Democratic Power Brokers Are Abandoning Kyrsten Sinema

And progressives like Bernie Sanders are talking about a primary challenge, too.

Rod Lamkey/CNP/ZUMA

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Last week, Kyrsten Sinema (D-Ariz.) took the Senate floor and announced that she would never, under any circumstances, vote to curtail the filibuster. It dealt a coup de grace to what could be the Democrats’ last (and best) chance at federal voting rights reform, enraged Arizona organizers who worked to get her elected in 2018, and fell squarely in line with her self-appointed role as the avatar of Senate obstructionism

Five days later, the backlash from progressives and party activists started to arrive. The powerful pro-choice Democratic group EMILY’s List, one of Sinema’s top financial backers, announced on Tuesday that it would no longer support the senator in future elections if she continues to block the voting legislation.

“Right now, Sen. Sinema’s decision to reject the voices of allies, partners and constituents who believe the importance of voting rights outweighs that of an arcane process means she will find herself standing alone in the next election,” wrote the organization’s president, Laphonza Butler, in a public statement

Hours after EMILY’s List released its statement, reproductive rights group NARAL issued a similar announcement, saying that it wouldn’t endorse “any U.S. Senator who doesn’t support changing the Senate rules to pass voting rights legislation.” 

Both EMILY’s List and NARAL justified the change to their endorsement criteria with similar logic, claiming that voting rights and abortion rights are “inextricably linked.” 

“Electing Democratic pro-choice women is not possible without free and fair elections,” wrote Butler. “Protecting the right to choose is not possible without access to the ballot box.” 

Sinema’s stance on voting rights has also energized a longstanding debate among liberals about whether to mount a primary challenge against her in 2024. The Primary Sinema PAC, which aims to throw the senator out of office, told Politico that donations soared the day of her Senate speech rejecting filibuster reform. Run Ruben Run, a group dedicated to drafting Arizona Congressman Ruben Gallego for a primary challenge, also saw its daily donations quadruple. In addition, Sen. Bernie Sanders (I-Vermont), one of the most popular progressive politicians in the nation, told the Associated Press that he’d consider supporting a potential primary challenger against her.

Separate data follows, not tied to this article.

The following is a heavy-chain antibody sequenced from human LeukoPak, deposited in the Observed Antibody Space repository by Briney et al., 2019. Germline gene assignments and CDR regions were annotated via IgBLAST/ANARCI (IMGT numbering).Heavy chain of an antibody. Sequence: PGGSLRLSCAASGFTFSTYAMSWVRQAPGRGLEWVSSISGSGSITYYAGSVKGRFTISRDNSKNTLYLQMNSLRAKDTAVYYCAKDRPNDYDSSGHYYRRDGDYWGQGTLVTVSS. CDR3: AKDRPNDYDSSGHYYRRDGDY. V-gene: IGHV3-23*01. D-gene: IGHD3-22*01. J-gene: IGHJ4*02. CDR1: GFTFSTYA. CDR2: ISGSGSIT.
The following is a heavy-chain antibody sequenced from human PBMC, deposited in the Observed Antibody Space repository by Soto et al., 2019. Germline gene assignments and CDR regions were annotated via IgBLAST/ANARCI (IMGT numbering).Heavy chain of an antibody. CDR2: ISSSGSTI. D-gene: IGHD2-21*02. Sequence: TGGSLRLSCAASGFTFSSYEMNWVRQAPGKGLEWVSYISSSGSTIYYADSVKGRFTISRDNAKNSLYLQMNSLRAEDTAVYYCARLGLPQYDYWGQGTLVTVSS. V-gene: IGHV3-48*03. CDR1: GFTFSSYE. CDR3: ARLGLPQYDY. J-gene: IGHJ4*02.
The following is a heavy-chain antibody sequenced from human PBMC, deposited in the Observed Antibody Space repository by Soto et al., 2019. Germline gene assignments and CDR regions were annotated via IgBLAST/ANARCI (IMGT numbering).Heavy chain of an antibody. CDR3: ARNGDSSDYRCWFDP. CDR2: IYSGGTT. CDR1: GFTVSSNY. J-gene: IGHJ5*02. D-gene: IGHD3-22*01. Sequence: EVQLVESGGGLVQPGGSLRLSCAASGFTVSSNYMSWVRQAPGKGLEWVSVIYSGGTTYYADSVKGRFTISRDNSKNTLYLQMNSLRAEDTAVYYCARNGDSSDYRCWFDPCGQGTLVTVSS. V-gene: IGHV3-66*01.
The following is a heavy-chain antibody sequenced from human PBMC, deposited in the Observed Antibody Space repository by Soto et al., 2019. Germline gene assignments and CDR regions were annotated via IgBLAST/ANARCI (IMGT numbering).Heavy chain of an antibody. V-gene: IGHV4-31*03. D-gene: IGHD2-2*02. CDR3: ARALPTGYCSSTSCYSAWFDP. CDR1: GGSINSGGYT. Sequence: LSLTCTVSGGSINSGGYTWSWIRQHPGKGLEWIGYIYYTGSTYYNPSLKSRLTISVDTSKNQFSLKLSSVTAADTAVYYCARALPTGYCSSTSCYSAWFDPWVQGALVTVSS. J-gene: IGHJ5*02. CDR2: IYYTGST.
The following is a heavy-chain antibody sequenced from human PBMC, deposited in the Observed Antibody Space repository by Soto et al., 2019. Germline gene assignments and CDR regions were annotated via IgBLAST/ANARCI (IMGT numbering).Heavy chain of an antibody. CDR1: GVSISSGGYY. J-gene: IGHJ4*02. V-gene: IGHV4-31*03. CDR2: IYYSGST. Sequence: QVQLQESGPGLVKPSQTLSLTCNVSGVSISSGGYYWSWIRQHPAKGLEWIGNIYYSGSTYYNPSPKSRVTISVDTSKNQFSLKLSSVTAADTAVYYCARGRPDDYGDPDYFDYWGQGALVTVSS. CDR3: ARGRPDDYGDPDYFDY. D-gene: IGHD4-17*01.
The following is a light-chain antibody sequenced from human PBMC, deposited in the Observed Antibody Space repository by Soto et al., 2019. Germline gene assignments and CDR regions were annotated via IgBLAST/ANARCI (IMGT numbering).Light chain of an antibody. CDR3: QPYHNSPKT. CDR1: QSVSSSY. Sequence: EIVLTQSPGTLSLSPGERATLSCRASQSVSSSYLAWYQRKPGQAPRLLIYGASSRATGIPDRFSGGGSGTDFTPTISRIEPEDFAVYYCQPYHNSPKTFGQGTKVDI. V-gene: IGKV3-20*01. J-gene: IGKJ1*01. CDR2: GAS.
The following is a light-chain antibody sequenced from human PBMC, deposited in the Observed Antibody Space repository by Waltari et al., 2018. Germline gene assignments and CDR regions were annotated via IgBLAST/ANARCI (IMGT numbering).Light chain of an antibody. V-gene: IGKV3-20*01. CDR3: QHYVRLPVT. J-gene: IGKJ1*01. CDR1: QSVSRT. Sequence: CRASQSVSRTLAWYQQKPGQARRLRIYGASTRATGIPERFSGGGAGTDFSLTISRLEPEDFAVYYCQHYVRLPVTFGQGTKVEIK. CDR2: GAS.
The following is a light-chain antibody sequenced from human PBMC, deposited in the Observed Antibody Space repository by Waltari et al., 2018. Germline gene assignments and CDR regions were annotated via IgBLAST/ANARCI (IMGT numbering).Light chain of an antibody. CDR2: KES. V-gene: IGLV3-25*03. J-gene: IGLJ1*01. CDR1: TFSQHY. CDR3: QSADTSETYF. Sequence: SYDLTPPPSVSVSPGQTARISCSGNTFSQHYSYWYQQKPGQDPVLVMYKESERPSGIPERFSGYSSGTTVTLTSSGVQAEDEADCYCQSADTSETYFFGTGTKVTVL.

It’s become apparent that Sinema, once a radical Green Party activist and Ralph Nader devotee, has alienated vast swaths of the liberal base. Even seasoned Arizona politics watchers have expressed utter confusion about her 2024 reelection game plan. Is there a path for a pro-business centrist who’s lost the backing of Democratic activists and whose brand centers around obstructing some of the most popular elements of the party’s platform? Opinion polls seem to indicate no. In October, the progressive polling group Data for Progress reported that Sinema’s net approval rating among likely primary voters stands at a breathtaking negative-45 percentage points. All the terrible publicity she’s gotten over the last two months only stands to exacerbate her poor stature among the party faithful. 

Who knows how things will shape up over the next two years, but at the moment, Sinema’s commitment to obstructionism seems to run contrary not only to democratic principles but also simple self-preservation.

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Minority rule, corruption, disinformation, attacks on those who dare tell the truth: There is a direct line from what's happening in Russia and Ukraine to what's happening here at home. And that's what MoJo's Monika Bauerlein writes about in "Their Fight Is Our Fight" to unpack the information war we find ourselves in and share a few examples to show why the power of independent, reader-supported journalism is such a threat to authoritarians.

Corrupt leaders the world over can (and will) try to shut down the truth, but when the truth has millions of people on its side, you can't keep it down for good. And there's no more powerful or urgent argument for your support of Mother Jones' journalism right now than that. We need to raise about $450,000 to hit our online fundraising budget in these next few months, so please read more from Monika and pitch in if you can.

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